India’s outsourcers battle for customers in a cloudy universe
Still on top but heeeere comes China ...
Analysis The rumblings started in the late 1990s. Indian services companies were getting into outsourcing. Almost before the news broke, deals followed. Before long, India was a destination for all manner of serious jobs and a byword for getting things done well and at a price western nations struggled to match.
Fast forward a decade or more and India is still a dominant source of outsourced IT work, but challengers are now emerging from nations like China. Buyer behaviour is also changing. And a little thing called the cloud is also shaking things up.
Is India therefore still on top of the heap? Or does the nation's IT industry and its IT leaders need to start planning for a new reality in IT outsourcing?
Unsurprisingly, Indian IT industry body NASSCOM is pretty confident of the future prospects for the likes of Infosys, Wipro and HCL. Its vision is for aggregate revenues to reach a staggering $US300 billion by 2020, while its prediction for fiscal year 2014 is growth in the non-domestic outsourcing market of between 12-14 per cent ($12-15bn).
An in-depth analysis of India as an offshoring destination published last November by Gartner agreed that things are pretty good at the moment, with the country expect to maintain a three-to-five-year lead over rival nations. However, Gartner also pointed out that the rate of infrastructure development is failing to keep pace with customer demand, while labour and other costs continue to rise.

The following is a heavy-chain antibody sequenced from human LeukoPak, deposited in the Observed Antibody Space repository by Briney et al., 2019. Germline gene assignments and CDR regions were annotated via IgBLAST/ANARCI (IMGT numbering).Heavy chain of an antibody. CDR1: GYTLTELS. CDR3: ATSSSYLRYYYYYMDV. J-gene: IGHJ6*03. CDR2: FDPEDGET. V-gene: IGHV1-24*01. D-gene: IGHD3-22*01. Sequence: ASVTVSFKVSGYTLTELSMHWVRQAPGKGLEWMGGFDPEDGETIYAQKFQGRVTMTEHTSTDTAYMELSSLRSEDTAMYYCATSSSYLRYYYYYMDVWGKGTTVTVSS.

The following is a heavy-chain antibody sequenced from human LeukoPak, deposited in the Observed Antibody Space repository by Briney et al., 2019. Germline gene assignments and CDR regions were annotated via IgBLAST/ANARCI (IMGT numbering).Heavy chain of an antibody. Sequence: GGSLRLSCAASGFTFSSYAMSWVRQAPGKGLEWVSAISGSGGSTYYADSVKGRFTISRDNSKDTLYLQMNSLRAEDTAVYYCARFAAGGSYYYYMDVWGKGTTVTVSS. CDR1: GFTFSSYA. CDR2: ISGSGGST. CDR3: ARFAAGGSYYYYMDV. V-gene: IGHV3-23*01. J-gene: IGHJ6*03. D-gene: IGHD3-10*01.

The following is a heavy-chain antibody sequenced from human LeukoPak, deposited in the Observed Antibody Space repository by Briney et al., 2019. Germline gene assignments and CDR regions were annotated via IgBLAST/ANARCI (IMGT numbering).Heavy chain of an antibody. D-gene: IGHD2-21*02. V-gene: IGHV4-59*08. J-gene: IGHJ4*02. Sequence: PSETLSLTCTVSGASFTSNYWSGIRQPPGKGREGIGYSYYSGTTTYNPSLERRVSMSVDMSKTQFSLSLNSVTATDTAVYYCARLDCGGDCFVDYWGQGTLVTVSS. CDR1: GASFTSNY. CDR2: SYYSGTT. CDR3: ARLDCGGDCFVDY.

The report's co-author, principal analyst Arup Roy, told The Reg that the cost benefit of choosing India as an offshore destination will continue to decline, thanks to rising GDP and wages, and annual inflation of up to 11 per cent. He added that the country’s providers were also being challenged by changes in buyer behaviour, with North American and European clients increasingly looking to bring jobs back onshore as economic stagnation continues. Added to this is increased competition from rival locations in Asia, Latin America and even Eastern Europe.
Rise of the Asian tigers
China and the Philippines are two of the key alternatives in Asia. With a large pool of skilled but cheap labour, Chinese outsourcing vendors like Gamutsoft, Pactera and iSoftStone are now aggressively targeting multi-national companies, especially in areas like software development, and infrastructure management, according to a recent Forrester report.
To do this, they’re expanding nationwide coverage to tier five cities, recruiting more senior managers, consolidating to build strong service teams and, of course, hiring more graduates. However the industry is still very young with noticeable weaknesses in higher-level skills such as project management, while factors such as language ability, time zone and cultural barriers continue to be an issue.
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